I was at the former seat of British power in Ireland on Friday for the 12th Department of Foreign Affairs & Trade NGO Forum on human rights in Dublin Castle. This was the annual consultation with Irish based NGOs about priorities and I was the rapporteur of the working group on human rights in Irish Foreign Policy.
One of the issues discussed was whether, given the financial challenges Ireland faces, could they continue to give a priority to human rights and international development in their foreign policy. The answer from Tánaiste Eamon Gilmore was yes (1). But it did of course provoke some thoughts on priorities for a soon to be independent Scotland.
There has been some aspirational public discussion about how Scotland could have a markedly different foreign policy to the illegal wars and torture rendition of Blair & Co, not to mention Cameron’s little Englander tantrums. There is no doubt that Scotland would join the world of international relations with a lot of positive empathy of the kind that Ireland has benefited from. But in the short term human rights should not be the priority. As the Ragin’ Cajun said (2): “it’s the economy, stupid.”
Scotland’s first priority (and second and third) will be economic stability and growth. Key elements will be a smooth transition re EU membership and a stable currency union. It will also be crucial to have a well prepared strategy on promoting inward investment and trade. And it will be important to hit the ground running on these issues after the referendum in 2014. We need to have demonstrated good preparation in these areas in the run up to the plebiscite. Not only to build the confidence of the Scottish electorate that we are ready to manage the transition process, but also to build confidence amongst our European and other partners.
We need to be able to show that we have built good relations and some understanding with a broad range of political, economic and media figures across the EU in advance of the referendum. It is not just about connecting with allies, but about calming fears and building confidence that Scotland is a future partner that can be trusted and welcomed. It is true that there will be strong economic and political reasons for EU partners to welcome Scotland. But it is also true that many key decision makers across the EU are only now beginning to consider Scottish independence as a realistic prospect. There is bound to be nervousness in some quarters (as well as glee in others).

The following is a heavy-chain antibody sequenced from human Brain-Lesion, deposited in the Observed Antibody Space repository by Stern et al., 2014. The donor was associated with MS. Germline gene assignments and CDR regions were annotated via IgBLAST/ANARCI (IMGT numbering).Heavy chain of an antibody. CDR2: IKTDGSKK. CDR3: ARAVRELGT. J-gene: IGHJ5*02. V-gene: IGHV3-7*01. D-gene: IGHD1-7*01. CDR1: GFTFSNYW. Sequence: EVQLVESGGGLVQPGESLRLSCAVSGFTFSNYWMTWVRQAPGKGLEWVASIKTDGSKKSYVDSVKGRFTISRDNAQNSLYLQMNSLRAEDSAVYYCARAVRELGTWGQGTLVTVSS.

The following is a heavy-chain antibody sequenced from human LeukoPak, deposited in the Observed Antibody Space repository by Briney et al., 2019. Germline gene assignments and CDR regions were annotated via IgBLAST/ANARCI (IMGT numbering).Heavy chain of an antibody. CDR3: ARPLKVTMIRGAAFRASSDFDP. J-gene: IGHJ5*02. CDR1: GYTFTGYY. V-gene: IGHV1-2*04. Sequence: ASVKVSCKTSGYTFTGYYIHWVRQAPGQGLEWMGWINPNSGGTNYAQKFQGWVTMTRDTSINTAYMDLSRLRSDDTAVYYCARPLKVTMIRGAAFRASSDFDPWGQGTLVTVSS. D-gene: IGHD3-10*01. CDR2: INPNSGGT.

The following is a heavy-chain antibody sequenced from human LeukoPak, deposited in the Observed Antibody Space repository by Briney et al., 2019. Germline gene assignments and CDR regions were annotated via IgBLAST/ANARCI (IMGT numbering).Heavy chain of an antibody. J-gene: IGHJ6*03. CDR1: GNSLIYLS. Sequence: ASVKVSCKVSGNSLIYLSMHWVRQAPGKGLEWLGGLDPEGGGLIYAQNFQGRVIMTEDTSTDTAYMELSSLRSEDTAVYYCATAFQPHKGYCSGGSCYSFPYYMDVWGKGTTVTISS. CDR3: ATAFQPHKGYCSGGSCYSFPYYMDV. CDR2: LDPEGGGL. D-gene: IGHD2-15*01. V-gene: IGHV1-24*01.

Some of the things we should be doing include identifying strategic partners that we can start cultivating and learning from now, as well as identifying potential wobbly friends that we need to reassure in the run up to the referendum. In terms of people that we can learn from Ireland and Denmark should be near the top of the list.
Ireland has been debating the closure of three of their sixty nine embassies and consulates. It is natural that they should review the effectiveness of the £63 million they spend on their international representation. Funnily enough nobody has suggested they would be better represented (or at less cost) by London. Indeed the general opinion is that, although it makes no sense to have a Vatican and Rome embassy, Ireland is very well served by their foreign representation in terms of promoting their economic and political interests. Some co-location with Irish embassies would in many cases be a better option for an independent Scotland than sharing with rUK given the economic importance of promoting a distinct Scottish brand.
I am sure the SNP Government is already working on all this. They will hopefully be actively consulting with key Irish, Danish or other figures on how they have structured and developed their Departments of Foreign Affairs. There are figures who have played key negotiating roles in Brussels and elsewhere who would be willing to give valuable advice on the strategies that could be most effective for a smaller country. There would be caution about public identification with one side of the referendum argument but considerable interest too in what an independent Scotland would mean for others.
We will hopefully inherit some experienced and dedicated diplomats from the FCO but it will be crucial to create a quite different ethos for a new Scottish Department of Foreign Affairs. The strategy of coalition building within the EU and elsewhere will be quite different. In spite of an influx of brighter and more diverse talent the FCO remains steeped at higher levels in post-imperial delusions of grandeur. Ireland has much to teach us about the effective use of soft power and economic self interest. We need to be seeking advice and building relationships now. And not only with Ireland.
Last Friday in Dublin Eamon Gilmore reminded us that Ireland had demonstrated commitment to peace and the rights of the disempowered from the earliest days of the state. As a young Ireland established its independence and membership of the United Nations it had many political and economic priorities. Their experience has been that support for human rights and development has mostly been supportive of their economic and political interests. Ireland’s positive reputation, together with the economic policies they have pursued, have been good for business around the world. So there should be room for human rights in the foreign policy of an independent Scotland too. But we need to prepare for other priorities first.
(2) James Carville, 1992 Bill Clinton Campaign manager.